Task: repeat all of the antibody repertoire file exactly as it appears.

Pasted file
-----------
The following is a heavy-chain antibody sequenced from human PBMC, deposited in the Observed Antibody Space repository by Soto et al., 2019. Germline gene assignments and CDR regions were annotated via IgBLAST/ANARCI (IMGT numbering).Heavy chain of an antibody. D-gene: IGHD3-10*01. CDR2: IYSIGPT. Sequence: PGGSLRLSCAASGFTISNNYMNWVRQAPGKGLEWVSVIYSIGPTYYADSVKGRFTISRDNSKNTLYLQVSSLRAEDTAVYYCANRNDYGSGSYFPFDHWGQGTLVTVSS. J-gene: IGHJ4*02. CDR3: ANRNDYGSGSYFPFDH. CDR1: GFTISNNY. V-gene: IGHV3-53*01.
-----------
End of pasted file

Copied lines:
The following is a heavy-chain antibody sequenced from human PBMC, deposited in the Observed Antibody Space repository by Soto et al., 2019. Germline gene assignments and CDR regions were annotated via IgBLAST/ANARCI (IMGT numbering).Heavy chain of an antibody. D-gene: IGHD3-10*01. CDR2: IYSIGPT. Sequence: PGGSLRLSCAASGFTISNNYMNWVRQAPGKGLEWVSVIYSIGPTYYADSVKGRFTISRDNSKNTLYLQVSSLRAEDTAVYYCANRNDYGSGSYFPFDHWGQGTLVTVSS. J-gene: IGHJ4*02. CDR3: ANRNDYGSGSYFPFDH. CDR1: GFTISNNY. V-gene: IGHV3-53*01.